06 July 2016

No bird in frame

If dragonflies, wildflowers, turtles, and butterflies scare you... best look away.  Or if you're here strictly for bird photos... well, you too will leave this blog post disappointed.

As it feels more and more like mid-summer here in northeast Missouri, I've found myself looking down at other creatures instead of birds (but my ears are always working!).  For example, even a quick visit to the garden yielded some amazing photo ops; check out this EASTERN AMBERWING:
These are fascinating, tiny dragonflies, one of only a few that actually mimic being a wasp.  You all see the amber color in the wings?

Right next door to the amberwing was this HALLOWEEN PENNANT:
I have to admit that I really love those two photos!  The Halloween Pennant is named such because a) it's black and orange in color and b) it perches at the tops of plants and waves in the wind like a flag.

I don't do a ton with flower photography... maybe because they hate me and never look at me????
These snotty sunflowers were down at Ted Shanks Conservation Area in Pike County.  Of course, these sunflowers are fixated to the east, the direction that generally all mature sunflowers face.  Earlier in life, though, sunflowers are heliotropic or "solar tracking" and move their heads to follow the sun.

There was another flower around here that caught my attention once or twice.  A quick usage of Google found me my answer; this is a DEPTFORD PINK:
Snazzy little thing.  Of course I also learned that it's not even native to the US.  Pity.

While we're on a tear with colorful, non-bird species, here's a favorite of mine, the large BRONZE COPPER:
I would see these fairly regularly when I lived in Iowa but lost track of them when I moved out to California (and out of range).  Now that I'm back in the area for the time being, I was happy to stumble on this one down at Ted Shanks Conservation Area.  These bright dudes hang out in moist areas like wet meadows or grassy edges of wetlands.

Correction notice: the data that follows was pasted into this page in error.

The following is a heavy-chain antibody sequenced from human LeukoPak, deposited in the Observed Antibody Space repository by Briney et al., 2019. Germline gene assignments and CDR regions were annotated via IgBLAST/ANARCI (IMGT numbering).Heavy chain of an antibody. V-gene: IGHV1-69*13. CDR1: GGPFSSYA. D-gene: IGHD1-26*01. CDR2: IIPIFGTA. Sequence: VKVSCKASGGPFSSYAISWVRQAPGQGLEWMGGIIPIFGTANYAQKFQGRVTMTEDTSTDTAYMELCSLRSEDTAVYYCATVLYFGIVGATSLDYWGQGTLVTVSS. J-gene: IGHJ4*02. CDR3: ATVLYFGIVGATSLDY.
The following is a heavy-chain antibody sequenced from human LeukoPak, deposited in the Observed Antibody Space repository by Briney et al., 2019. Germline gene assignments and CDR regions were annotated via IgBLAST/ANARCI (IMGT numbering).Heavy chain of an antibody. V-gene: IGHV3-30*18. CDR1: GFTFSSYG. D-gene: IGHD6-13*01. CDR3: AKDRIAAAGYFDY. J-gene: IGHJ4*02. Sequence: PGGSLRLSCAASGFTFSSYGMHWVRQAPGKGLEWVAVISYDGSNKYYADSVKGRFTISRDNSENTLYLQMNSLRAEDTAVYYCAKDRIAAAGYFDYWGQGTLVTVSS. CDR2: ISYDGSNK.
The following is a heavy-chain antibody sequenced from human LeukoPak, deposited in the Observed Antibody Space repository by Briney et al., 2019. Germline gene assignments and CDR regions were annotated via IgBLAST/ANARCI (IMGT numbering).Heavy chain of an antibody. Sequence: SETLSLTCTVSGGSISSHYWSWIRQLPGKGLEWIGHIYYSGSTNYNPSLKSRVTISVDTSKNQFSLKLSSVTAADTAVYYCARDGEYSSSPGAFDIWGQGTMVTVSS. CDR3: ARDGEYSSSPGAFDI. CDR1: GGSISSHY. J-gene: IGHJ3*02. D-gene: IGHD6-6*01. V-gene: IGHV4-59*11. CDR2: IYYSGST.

Switching families from coppers to sulphurs, here's the very appropriately-named LITTLE YELLOW:
Not much of a habitat purist, these butterflies are found in dry, open areas like roadsides and abandoned fields.

Taking a tragic turn for the bland, the last butterfly is this mostly-brown skipper I photographed in the woods out back:
This guy is probably a NORTHERN BROKEN-DASH, not a particularly rare or uncommon butterfly... just bland as all get out.  Lucky for me, I enjoy studying even the bland-colored butterflies!  Besides, this was the first broken-dash I've seen here on the property.

Woah, here's a change-up for the finale.  We spied this EASTERN BOX TURTLE taking a drag across the front yard (at least it seems like they're dragging most of the time!).  I hypothesized that it caught a glimpse of the strawberries growing in the nearby garden and was headed to those (box turtles DO love strawberries; sometimes they're even lured to tomatoes because they're red).  Anyway, here's a turtle head you should enjoy seeing: